And there’s so much in this painting that kind of encapsulates that. The way that as he’s welcoming you in to his museum but with the same gesture reminding you that he controls the access to that door and he can also shut you out. And you see, of course, the very well-heeled people in the back, learning from the collections. Also the categorisation of the objects, all these cubbies. You know, until now, these private collections and cabinets of curiosity were really organised according to the private collectors’ aesthetics and personal whim, their own interests. And this is the moment, and actually Charles Wilson Peale is one of the people who started to introduce what was called scientific thought and methods into museum practice.
So, he was a big exponent of [Carl Linneus] the Swedish botanist and natural scientist’s system of categorising things. And you see that kind of coming through in his museum, which had a mix of portraits of famous Americans across the top, natural history specimens in the cubbies, the mastodon skeleton, which he famously excavated from a property in upstate New York and made a lot of money touring around. A really, really fascinating guy.
And he actually had about, he had 16 kids, and I think about 13 made it to adulthood, and every single one of them was trained in painting. A couple were also natural scientists. They were all fairly entrepreneurial and he named his kids names like Rembrandt, Raphaelle, Titian, Rubens, you get the drift. But the girls as well were Sophonisba Angusciola Peale, Angelica Kauffman Peale, Sarah Miriam Peale. So they were all named after artists, or Benjamin Franklin and [Carl Linneus] named after a scientist as well.
This is a silhouette of Angelica Kauffmann Peale that was cut by another young person in Charles Wilson Peale’s household. His name was – he was not named after an artist or a scientist, he was named after a prophet – and his name was Moses Williams. He was actually the son of an enslaved couple who had been part of the Peale household, and had been emancipated by Charles Wilson Peale in 1786. But according to the law of Philadelphia at the time, or Pennsylvania at the time, the child born into enslave or enslavement in that household had to stay with the household until he was 27.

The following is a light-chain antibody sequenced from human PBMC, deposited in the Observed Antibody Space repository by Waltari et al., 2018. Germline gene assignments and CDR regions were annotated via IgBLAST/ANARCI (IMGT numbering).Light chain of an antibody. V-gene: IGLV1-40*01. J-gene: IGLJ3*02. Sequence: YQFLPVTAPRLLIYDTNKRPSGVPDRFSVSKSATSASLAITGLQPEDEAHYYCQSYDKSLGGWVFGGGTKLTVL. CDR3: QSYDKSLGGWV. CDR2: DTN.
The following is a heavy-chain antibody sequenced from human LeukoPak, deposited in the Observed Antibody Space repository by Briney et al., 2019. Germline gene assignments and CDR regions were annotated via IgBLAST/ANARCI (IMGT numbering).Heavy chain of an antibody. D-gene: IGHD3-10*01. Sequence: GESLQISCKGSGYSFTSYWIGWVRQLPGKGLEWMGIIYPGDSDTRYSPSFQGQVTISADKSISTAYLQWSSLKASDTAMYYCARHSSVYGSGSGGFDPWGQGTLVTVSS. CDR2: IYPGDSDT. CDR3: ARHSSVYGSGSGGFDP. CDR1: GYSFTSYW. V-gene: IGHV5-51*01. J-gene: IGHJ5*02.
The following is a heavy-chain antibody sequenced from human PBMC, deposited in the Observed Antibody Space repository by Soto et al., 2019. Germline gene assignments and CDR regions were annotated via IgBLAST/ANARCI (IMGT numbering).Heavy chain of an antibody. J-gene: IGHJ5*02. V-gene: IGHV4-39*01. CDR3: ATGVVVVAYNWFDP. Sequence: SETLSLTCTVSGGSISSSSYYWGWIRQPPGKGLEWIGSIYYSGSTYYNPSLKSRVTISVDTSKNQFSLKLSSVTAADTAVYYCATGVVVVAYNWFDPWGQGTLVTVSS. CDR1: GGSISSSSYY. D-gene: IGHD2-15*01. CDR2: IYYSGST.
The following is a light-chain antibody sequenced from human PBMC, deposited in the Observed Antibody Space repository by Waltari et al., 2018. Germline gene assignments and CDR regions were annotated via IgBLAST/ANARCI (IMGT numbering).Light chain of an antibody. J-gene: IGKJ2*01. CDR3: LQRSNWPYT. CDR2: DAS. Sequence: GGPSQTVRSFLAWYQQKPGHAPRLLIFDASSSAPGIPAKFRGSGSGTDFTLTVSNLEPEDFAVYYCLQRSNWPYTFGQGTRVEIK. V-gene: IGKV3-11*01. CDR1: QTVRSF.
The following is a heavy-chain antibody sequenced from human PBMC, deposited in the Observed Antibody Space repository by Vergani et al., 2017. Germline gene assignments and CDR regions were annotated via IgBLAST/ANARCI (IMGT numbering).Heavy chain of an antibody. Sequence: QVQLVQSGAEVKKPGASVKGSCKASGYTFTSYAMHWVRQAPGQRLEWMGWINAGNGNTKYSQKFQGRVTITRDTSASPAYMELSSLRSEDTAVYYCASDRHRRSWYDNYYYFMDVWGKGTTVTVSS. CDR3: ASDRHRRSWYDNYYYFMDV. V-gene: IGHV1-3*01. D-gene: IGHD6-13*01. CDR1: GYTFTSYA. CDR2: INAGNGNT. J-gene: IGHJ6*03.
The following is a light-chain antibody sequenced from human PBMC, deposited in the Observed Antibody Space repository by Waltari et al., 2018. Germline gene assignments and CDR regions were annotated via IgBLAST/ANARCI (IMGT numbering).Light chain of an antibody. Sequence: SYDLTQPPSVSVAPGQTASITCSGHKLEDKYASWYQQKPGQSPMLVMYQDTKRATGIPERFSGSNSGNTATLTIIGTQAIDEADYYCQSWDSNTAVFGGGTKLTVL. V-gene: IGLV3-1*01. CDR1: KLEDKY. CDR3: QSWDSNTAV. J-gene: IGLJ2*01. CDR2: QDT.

Now, he was not, unlike – sorry, here’s a silhouette of him – he was not trained in fine art painting like the other children in the household, but he was taught how to use a silhouette cutting machine to make silhouettes, which he charged a few pennies apiece for. And he actually apparently did fairly well for himself. Managed to buy himself a house and get married. But he didn’t live very long. A lot more to learn about his work going forward.
So, despite being rather unenlightened in that regard, Charles Wilson Peale did nonetheless advocate for the importance of education, museums, the arts and sciences, and he spent most of his career lobbying then the founding fathers of the country for government support for museums, the arts and education. Unfortunately, he was no more successful with them, or I should say, those founding fathers were no more generous with museums and the arts than the current administration. He never really got a penny out of them. And I often wonder if that’s part of why, when Rembrandt Peale decided to open his own museum, against his father’s advice, mind you, in Baltimore, he chose quite a different business model. That is to say, the business model, let’s run this museum like a business. How many of you have ever heard that?
Museums should be run more like businesses. Well, you can listen to this example and respond with it the next time you hear now there’s a historical precedence from which we can learn.